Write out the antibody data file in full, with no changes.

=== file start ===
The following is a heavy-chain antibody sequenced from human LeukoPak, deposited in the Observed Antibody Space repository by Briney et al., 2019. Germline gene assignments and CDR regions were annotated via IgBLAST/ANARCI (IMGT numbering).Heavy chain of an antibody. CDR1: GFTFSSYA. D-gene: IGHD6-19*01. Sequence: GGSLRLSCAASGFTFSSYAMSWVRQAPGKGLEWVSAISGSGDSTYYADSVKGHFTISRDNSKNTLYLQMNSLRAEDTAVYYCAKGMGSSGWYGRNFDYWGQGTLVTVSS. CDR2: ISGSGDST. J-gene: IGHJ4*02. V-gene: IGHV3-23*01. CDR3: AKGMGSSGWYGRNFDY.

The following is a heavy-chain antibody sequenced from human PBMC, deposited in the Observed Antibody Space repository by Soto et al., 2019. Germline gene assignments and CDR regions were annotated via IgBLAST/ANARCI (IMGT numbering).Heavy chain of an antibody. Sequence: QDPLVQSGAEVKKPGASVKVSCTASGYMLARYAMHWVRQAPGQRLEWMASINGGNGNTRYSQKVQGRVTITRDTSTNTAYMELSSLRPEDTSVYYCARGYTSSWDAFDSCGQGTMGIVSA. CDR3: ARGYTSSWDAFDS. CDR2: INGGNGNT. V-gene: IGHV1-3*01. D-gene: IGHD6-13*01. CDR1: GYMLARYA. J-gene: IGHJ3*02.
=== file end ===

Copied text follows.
The following is a heavy-chain antibody sequenced from human LeukoPak, deposited in the Observed Antibody Space repository by Briney et al., 2019. Germline gene assignments and CDR regions were annotated via IgBLAST/ANARCI (IMGT numbering).Heavy chain of an antibody. CDR1: GFTFSSYA. D-gene: IGHD6-19*01. Sequence: GGSLRLSCAASGFTFSSYAMSWVRQAPGKGLEWVSAISGSGDSTYYADSVKGHFTISRDNSKNTLYLQMNSLRAEDTAVYYCAKGMGSSGWYGRNFDYWGQGTLVTVSS. CDR2: ISGSGDST. J-gene: IGHJ4*02. V-gene: IGHV3-23*01. CDR3: AKGMGSSGWYGRNFDY.

The following is a heavy-chain antibody sequenced from human PBMC, deposited in the Observed Antibody Space repository by Soto et al., 2019. Germline gene assignments and CDR regions were annotated via IgBLAST/ANARCI (IMGT numbering).Heavy chain of an antibody. Sequence: QDPLVQSGAEVKKPGASVKVSCTASGYMLARYAMHWVRQAPGQRLEWMASINGGNGNTRYSQKVQGRVTITRDTSTNTAYMELSSLRPEDTSVYYCARGYTSSWDAFDSCGQGTMGIVSA. CDR3: ARGYTSSWDAFDS. CDR2: INGGNGNT. V-gene: IGHV1-3*01. D-gene: IGHD6-13*01. CDR1: GYMLARYA. J-gene: IGHJ3*02.